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Colonial Cases

Haralambo v. Michail, 1885

[legitimacy - marriage]

Haralambo v. Michail

Supreme Court of Cyprus
Bovill C.J. and Smith J., 13 October 1885
Source: (1885) 1 Cyprus Law Reports

 

ELENI HADJI HARALAMBO

(AS NEXT FRIEND OF HER INFANT CHILDREN THEODORO AND CHRYSTALLOU), Plaintiff,

v.

TOGLI HADJI MICHAIL, Defendant.

LEGITIMACY - CHILDREN BORN OUT OF WEDLOCK - ACKNOWLEDGMENT OF CHILDREN - INCAPACITY OF PARENTS TO CONTRACT A VALID MARRIAGE.

 

   A man cannot by acknowledgment render legitimate the children born of intercourse with a woman with whom he could not contract a valid marriage by reason of her relationship to him.

   APPEAL from the District Court of Kyrenia.

   Action to recover the sum of 5,000 p., representing the share which the plaintiff alleged her infant children were entitled to in the estate of Michail Lefteri, deceased.

   Michail Leftteri lived with the plaintiff as his wife and was the father of her two children.

   The deceased and Eleni were related and there was evidence that a Bishop of the Eastern Church, to which they both belonged, had refused to give them a license to be married as they were within the prohibited degrees of consanguinity.

   It was admitted that the deceased had acknowledged the children to be his.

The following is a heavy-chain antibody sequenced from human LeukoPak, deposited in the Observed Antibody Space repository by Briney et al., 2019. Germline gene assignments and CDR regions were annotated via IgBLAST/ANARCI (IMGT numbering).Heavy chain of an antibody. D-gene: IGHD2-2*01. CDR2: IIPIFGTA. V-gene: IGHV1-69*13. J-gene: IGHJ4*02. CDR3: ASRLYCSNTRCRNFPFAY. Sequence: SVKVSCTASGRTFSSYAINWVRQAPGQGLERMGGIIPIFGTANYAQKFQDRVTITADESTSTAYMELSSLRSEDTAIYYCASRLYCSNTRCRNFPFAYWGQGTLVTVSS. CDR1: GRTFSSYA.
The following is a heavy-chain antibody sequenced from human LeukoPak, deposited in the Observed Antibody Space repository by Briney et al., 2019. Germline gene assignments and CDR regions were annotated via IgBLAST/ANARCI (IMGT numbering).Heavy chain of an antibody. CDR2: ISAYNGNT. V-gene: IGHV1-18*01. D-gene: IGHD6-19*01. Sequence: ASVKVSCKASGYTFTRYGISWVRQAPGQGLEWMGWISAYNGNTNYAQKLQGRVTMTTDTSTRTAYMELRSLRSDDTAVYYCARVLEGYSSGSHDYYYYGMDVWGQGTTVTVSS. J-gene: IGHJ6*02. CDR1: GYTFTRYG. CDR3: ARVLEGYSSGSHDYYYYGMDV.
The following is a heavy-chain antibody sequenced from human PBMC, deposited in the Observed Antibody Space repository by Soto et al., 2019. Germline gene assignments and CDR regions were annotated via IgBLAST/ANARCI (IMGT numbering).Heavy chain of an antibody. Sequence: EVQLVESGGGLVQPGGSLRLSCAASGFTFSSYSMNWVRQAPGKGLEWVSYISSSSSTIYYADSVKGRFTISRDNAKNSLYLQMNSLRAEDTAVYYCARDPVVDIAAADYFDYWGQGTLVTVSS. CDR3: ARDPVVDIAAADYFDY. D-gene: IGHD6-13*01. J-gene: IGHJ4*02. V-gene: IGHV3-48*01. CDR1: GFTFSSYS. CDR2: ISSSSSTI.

The District Court gave judgment for the plaintiff.

   The defendant appealed.

   Pascal Constantinides for the appellant.  The infant children of the plaintiff are illegitimate and under the Intestate Succession Law, 1884, they are not entitled to a share in the inheritance.  The deceased could not, by admitting that the children were his, render them legitimate.  According to the judge's note he said, "It is a sin I could not marry her as I have made children by her." That is the declaration relied upon.

   Respondent in person: There is evidence that he declared the children to be his.

October 17.

   Judgment: The plaintiff in this case asks that her children shall be allowed to participate in the inheritance of Michail Lefteri, deceased.  The facts are simple and undisputed.  The plaintiff had lived with the deceased as his wife, but marriage between them was impossible owing to the fact that they were within the prohibited degrees of consanguinity according to the laws of the church to which they belonged.  In order that the children should inherit their father's property they must be legitimate.  It is quite clear that the plaintiff's children were born out of wedlock and unless the deceased could by acknowledging them to be his, render them legitimate, their claim must fail.  There are cases in which a man may acknowledge children to be his and so render them capable of succeeding to his property as his heirs.  We have had some doubts as to whether the rules regarding acknowledgment of this kind are applicable to those made by  non-Moslem Turkish subjects; but, even if they can be applied, it seems to us that a man cannot by acknowledgment render children legitimate where an obstacle existed  which prevented them from being legitimate.  It is clear from the evidence that the deceased was aware that no marriage was possible between him and the plaintiff, and it appears to us that the case must be governed by the rules which lay down the principle that offspring which is the result of illicit intercourse cannot be legitimized by acknowledgement.  For these reasons we think that these children have no right to share in the inheritance of the deceased Michail Lefteri and that the judgment of the District Court was wrong.

   Appeal allowed.

Published by Centre for Comparative Law, History and Governance at Macquarie Law School